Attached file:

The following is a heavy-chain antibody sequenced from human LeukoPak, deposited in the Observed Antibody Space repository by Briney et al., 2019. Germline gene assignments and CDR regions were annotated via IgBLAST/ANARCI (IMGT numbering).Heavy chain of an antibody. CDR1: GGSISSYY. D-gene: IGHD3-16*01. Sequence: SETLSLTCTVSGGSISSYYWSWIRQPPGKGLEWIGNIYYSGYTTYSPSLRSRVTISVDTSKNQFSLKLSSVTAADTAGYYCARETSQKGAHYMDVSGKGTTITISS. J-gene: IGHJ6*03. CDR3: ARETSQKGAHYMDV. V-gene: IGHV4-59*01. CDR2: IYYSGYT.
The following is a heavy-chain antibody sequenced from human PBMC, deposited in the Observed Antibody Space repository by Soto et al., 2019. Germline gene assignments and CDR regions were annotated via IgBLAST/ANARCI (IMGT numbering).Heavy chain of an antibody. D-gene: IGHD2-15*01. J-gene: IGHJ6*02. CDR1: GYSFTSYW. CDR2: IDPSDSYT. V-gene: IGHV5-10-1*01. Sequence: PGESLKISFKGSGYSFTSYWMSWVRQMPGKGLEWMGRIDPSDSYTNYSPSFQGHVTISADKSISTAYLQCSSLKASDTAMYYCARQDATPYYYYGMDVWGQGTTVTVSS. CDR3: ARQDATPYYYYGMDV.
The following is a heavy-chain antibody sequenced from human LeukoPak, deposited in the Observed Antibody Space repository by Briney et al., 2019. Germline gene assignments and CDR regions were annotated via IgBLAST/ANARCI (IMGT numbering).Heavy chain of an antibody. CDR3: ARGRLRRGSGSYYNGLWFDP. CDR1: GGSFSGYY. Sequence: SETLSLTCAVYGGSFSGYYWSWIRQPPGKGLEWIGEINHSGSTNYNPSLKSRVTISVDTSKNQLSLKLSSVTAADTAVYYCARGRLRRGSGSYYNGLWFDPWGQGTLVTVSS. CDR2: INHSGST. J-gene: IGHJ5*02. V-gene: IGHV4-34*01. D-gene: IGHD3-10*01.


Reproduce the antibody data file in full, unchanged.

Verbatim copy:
The following is a heavy-chain antibody sequenced from human LeukoPak, deposited in the Observed Antibody Space repository by Briney et al., 2019. Germline gene assignments and CDR regions were annotated via IgBLAST/ANARCI (IMGT numbering).Heavy chain of an antibody. CDR1: GGSISSYY. D-gene: IGHD3-16*01. Sequence: SETLSLTCTVSGGSISSYYWSWIRQPPGKGLEWIGNIYYSGYTTYSPSLRSRVTISVDTSKNQFSLKLSSVTAADTAGYYCARETSQKGAHYMDVSGKGTTITISS. J-gene: IGHJ6*03. CDR3: ARETSQKGAHYMDV. V-gene: IGHV4-59*01. CDR2: IYYSGYT.
The following is a heavy-chain antibody sequenced from human PBMC, deposited in the Observed Antibody Space repository by Soto et al., 2019. Germline gene assignments and CDR regions were annotated via IgBLAST/ANARCI (IMGT numbering).Heavy chain of an antibody. D-gene: IGHD2-15*01. J-gene: IGHJ6*02. CDR1: GYSFTSYW. CDR2: IDPSDSYT. V-gene: IGHV5-10-1*01. Sequence: PGESLKISFKGSGYSFTSYWMSWVRQMPGKGLEWMGRIDPSDSYTNYSPSFQGHVTISADKSISTAYLQCSSLKASDTAMYYCARQDATPYYYYGMDVWGQGTTVTVSS. CDR3: ARQDATPYYYYGMDV.
The following is a heavy-chain antibody sequenced from human LeukoPak, deposited in the Observed Antibody Space repository by Briney et al., 2019. Germline gene assignments and CDR regions were annotated via IgBLAST/ANARCI (IMGT numbering).Heavy chain of an antibody. CDR3: ARGRLRRGSGSYYNGLWFDP. CDR1: GGSFSGYY. Sequence: SETLSLTCAVYGGSFSGYYWSWIRQPPGKGLEWIGEINHSGSTNYNPSLKSRVTISVDTSKNQLSLKLSSVTAADTAVYYCARGRLRRGSGSYYNGLWFDPWGQGTLVTVSS. CDR2: INHSGST. J-gene: IGHJ5*02. V-gene: IGHV4-34*01. D-gene: IGHD3-10*01.